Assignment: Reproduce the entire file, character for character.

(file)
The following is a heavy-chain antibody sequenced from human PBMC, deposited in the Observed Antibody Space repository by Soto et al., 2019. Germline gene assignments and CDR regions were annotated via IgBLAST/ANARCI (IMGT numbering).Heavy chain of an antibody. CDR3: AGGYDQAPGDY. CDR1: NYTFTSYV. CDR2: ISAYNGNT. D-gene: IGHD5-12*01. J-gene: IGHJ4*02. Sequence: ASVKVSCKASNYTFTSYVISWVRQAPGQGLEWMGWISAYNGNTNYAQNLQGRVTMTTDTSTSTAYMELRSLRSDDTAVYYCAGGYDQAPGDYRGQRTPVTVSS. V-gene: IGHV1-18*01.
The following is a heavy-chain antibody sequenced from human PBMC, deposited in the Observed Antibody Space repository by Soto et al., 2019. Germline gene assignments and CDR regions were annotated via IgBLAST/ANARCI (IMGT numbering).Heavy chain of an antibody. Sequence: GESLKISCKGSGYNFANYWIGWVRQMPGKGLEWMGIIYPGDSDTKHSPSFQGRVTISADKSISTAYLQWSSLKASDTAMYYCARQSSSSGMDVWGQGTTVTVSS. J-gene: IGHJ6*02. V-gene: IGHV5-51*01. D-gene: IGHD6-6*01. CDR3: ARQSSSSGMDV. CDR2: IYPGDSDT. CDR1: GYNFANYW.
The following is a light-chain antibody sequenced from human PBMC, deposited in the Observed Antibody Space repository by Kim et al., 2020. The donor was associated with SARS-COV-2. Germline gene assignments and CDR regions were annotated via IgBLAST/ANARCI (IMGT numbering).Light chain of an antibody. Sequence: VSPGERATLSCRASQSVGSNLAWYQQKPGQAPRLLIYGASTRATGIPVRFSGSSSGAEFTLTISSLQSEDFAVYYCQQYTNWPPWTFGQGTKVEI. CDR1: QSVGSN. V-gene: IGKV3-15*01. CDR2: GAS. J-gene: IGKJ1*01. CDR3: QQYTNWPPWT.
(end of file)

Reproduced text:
The following is a heavy-chain antibody sequenced from human PBMC, deposited in the Observed Antibody Space repository by Soto et al., 2019. Germline gene assignments and CDR regions were annotated via IgBLAST/ANARCI (IMGT numbering).Heavy chain of an antibody. CDR3: AGGYDQAPGDY. CDR1: NYTFTSYV. CDR2: ISAYNGNT. D-gene: IGHD5-12*01. J-gene: IGHJ4*02. Sequence: ASVKVSCKASNYTFTSYVISWVRQAPGQGLEWMGWISAYNGNTNYAQNLQGRVTMTTDTSTSTAYMELRSLRSDDTAVYYCAGGYDQAPGDYRGQRTPVTVSS. V-gene: IGHV1-18*01.
The following is a heavy-chain antibody sequenced from human PBMC, deposited in the Observed Antibody Space repository by Soto et al., 2019. Germline gene assignments and CDR regions were annotated via IgBLAST/ANARCI (IMGT numbering).Heavy chain of an antibody. Sequence: GESLKISCKGSGYNFANYWIGWVRQMPGKGLEWMGIIYPGDSDTKHSPSFQGRVTISADKSISTAYLQWSSLKASDTAMYYCARQSSSSGMDVWGQGTTVTVSS. J-gene: IGHJ6*02. V-gene: IGHV5-51*01. D-gene: IGHD6-6*01. CDR3: ARQSSSSGMDV. CDR2: IYPGDSDT. CDR1: GYNFANYW.
The following is a light-chain antibody sequenced from human PBMC, deposited in the Observed Antibody Space repository by Kim et al., 2020. The donor was associated with SARS-COV-2. Germline gene assignments and CDR regions were annotated via IgBLAST/ANARCI (IMGT numbering).Light chain of an antibody. Sequence: VSPGERATLSCRASQSVGSNLAWYQQKPGQAPRLLIYGASTRATGIPVRFSGSSSGAEFTLTISSLQSEDFAVYYCQQYTNWPPWTFGQGTKVEI. CDR1: QSVGSN. V-gene: IGKV3-15*01. CDR2: GAS. J-gene: IGKJ1*01. CDR3: QQYTNWPPWT.